“Don” as his children call him, was very much an older father – he was aged 62 when the son referred to as ‘you’ in this book was born- and nurses sometimes mistake him as the children’s grandfather. I can only think that it was the presence of this young life around him that gives him the strength to face the chemotherapy regime which extracts its own toll in the time he has left to him (the oncologist Ranjana Srivastava addressed the issue of ‘time toxicity’ in an excellent recent article in the Guardian). The book is, too, a tribute to “Don’s” own achievements with his degree in history from (my own) La Trobe University (pointedly but accurately described on p.105 as “a newly built institution set in a dust bowl between two mental asylums, a cemetery and a drive-in movie theatre”) through to his work as speech writer for Paul Keating, leading to his wonderful biography/reflection Recollections of a Bleeding Heart and later books on the use of language in politics. But it is almost as if she is watching Don from behind glass: it is his struggle, on his own. The world closes in on them, as the family becomes transfixed by the nesting of a pair of white-plumed honeyeaters in their garden, and as the house becomes the centre of Don’s fight. She continues her work on completing The Arsonist, published in 2019 but it is as if all this is happening in another universe. Meanwhile, what they fear most is played out in front of them as the father of her eldest son’s friend dies of cancer too. Books may not be able to tell how to get through this: seeing another family doing so, does. The pages become drenched in black, and the upper-case text shouts “TEAR IT ALL UP” “STORIES AREN’T HELPING” “THEY ARE ONLY MAKING THINGS WORSE” “NO STORIES, NO MORE”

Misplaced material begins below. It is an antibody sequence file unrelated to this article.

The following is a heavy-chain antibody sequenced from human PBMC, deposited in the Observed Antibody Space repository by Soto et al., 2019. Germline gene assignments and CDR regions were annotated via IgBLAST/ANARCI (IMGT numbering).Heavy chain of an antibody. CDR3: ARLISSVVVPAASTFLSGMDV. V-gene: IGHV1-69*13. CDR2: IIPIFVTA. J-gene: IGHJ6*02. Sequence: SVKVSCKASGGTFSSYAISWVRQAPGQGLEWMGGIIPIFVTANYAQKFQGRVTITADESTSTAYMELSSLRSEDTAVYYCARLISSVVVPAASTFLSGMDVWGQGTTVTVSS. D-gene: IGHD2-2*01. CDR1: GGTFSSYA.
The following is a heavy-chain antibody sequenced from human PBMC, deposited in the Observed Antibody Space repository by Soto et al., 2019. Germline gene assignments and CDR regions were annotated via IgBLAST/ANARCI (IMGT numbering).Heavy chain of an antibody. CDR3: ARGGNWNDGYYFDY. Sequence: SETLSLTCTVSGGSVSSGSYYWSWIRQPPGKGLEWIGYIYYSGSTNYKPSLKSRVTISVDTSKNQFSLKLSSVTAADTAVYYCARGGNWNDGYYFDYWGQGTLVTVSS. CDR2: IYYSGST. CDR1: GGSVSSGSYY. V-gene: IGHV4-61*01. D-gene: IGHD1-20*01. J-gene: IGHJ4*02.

As she notes, readers often jump to the end of a book to find out how it finishes. I won’t tell you.
I finished this book feeling quite wrung out by it, and almost as if I had invaded their family territory. Hooper herself, of course, has invited us to draw close, but I still couldn’t help feeling as if I had somehow trespassed into someone else’s pain. I did find myself wondering about the logistics of writing this book – it followed a chronological thread but it was not a diary. At what point was it decided that it become a publishable piece? Do the commercial decisions of cover, illustrations and editorial shaping undercut its authenticity? What do you do with such an intimate piece of writing? Does the author climb onto the publicity treadmill, numbing herself to rehash the same conversations over and again for an audience?
This is beautiful, honest, human writing, but I really don’t know how to honour it without cheapening it. Do I give it a ‘score’? Stars on Goodreads? Do I listen to the interviews that she is giving (e.g. with Richard Fidler on ‘Conversations’) while I’m driving along in the car? Will it win literary prizes, with all the accompanying hoop-la? I feel as if she was compelled to write this book, as the only thing that she knew how to do. I felt that I wanted to keep reading it, to acknowledge her humanity and generosity in sharing it. But I still feel as if I am intruding.
Sourced from: Yarra Plenty Regional Library
Yes, you have expressed how I felt too, as if the act of reading is an intrusion. (I didn’t tell the ending either).